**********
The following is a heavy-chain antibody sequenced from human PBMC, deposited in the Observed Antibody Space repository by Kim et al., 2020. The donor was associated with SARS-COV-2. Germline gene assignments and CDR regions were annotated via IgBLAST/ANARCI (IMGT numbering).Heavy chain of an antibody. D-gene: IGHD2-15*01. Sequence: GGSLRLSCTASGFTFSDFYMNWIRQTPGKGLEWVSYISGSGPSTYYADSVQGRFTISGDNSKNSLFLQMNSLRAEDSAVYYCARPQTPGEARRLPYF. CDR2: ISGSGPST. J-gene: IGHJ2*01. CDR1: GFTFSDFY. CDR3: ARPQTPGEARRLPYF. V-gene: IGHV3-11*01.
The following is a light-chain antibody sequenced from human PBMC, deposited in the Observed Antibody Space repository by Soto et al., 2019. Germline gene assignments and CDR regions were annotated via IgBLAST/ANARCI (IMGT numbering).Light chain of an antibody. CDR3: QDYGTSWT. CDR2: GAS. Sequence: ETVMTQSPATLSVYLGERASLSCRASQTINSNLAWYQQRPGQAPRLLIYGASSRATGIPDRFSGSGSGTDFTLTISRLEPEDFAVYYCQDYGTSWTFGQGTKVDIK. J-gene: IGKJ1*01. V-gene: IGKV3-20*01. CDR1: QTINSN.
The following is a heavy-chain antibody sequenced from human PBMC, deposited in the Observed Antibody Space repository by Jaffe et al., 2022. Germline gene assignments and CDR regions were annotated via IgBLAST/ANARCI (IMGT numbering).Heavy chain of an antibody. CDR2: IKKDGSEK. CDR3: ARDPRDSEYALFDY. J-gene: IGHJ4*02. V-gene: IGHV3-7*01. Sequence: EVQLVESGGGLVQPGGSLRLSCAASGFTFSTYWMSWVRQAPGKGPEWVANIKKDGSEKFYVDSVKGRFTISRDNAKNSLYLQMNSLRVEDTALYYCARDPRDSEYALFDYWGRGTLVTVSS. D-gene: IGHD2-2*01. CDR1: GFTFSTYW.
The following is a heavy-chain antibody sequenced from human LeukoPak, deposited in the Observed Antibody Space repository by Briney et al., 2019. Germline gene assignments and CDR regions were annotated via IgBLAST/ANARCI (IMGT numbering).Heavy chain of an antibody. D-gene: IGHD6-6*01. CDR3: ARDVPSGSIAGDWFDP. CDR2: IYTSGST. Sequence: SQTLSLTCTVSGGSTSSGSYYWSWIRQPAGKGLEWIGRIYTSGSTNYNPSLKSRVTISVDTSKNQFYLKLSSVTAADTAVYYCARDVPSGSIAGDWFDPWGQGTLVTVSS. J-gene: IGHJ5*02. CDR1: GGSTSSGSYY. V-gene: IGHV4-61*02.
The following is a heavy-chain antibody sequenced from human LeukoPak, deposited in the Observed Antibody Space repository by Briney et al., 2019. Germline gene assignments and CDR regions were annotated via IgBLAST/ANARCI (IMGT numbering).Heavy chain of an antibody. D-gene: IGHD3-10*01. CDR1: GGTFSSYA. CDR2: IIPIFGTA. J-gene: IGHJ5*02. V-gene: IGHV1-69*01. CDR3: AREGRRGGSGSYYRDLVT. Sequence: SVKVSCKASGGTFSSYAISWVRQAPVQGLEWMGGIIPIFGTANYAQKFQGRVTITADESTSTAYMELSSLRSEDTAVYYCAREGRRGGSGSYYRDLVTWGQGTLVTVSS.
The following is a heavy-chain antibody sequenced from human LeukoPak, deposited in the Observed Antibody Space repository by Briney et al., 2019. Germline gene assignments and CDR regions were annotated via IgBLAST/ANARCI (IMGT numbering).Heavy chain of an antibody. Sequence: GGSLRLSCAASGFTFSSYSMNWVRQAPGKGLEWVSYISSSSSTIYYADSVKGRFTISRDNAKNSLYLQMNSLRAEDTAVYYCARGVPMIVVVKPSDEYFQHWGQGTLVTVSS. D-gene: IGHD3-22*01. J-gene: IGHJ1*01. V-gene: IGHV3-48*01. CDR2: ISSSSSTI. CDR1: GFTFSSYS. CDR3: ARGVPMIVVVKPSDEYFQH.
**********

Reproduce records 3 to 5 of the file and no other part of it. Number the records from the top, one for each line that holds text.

The following is a heavy-chain antibody sequenced from human PBMC, deposited in the Observed Antibody Space repository by Jaffe et al., 2022. Germline gene assignments and CDR regions were annotated via IgBLAST/ANARCI (IMGT numbering).Heavy chain of an antibody. CDR2: IKKDGSEK. CDR3: ARDPRDSEYALFDY. J-gene: IGHJ4*02. V-gene: IGHV3-7*01. Sequence: EVQLVESGGGLVQPGGSLRLSCAASGFTFSTYWMSWVRQAPGKGPEWVANIKKDGSEKFYVDSVKGRFTISRDNAKNSLYLQMNSLRVEDTALYYCARDPRDSEYALFDYWGRGTLVTVSS. D-gene: IGHD2-2*01. CDR1: GFTFSTYW.
The following is a heavy-chain antibody sequenced from human LeukoPak, deposited in the Observed Antibody Space repository by Briney et al., 2019. Germline gene assignments and CDR regions were annotated via IgBLAST/ANARCI (IMGT numbering).Heavy chain of an antibody. D-gene: IGHD6-6*01. CDR3: ARDVPSGSIAGDWFDP. CDR2: IYTSGST. Sequence: SQTLSLTCTVSGGSTSSGSYYWSWIRQPAGKGLEWIGRIYTSGSTNYNPSLKSRVTISVDTSKNQFYLKLSSVTAADTAVYYCARDVPSGSIAGDWFDPWGQGTLVTVSS. J-gene: IGHJ5*02. CDR1: GGSTSSGSYY. V-gene: IGHV4-61*02.
The following is a heavy-chain antibody sequenced from human LeukoPak, deposited in the Observed Antibody Space repository by Briney et al., 2019. Germline gene assignments and CDR regions were annotated via IgBLAST/ANARCI (IMGT numbering).Heavy chain of an antibody. D-gene: IGHD3-10*01. CDR1: GGTFSSYA. CDR2: IIPIFGTA. J-gene: IGHJ5*02. V-gene: IGHV1-69*01. CDR3: AREGRRGGSGSYYRDLVT. Sequence: SVKVSCKASGGTFSSYAISWVRQAPVQGLEWMGGIIPIFGTANYAQKFQGRVTITADESTSTAYMELSSLRSEDTAVYYCAREGRRGGSGSYYRDLVTWGQGTLVTVSS.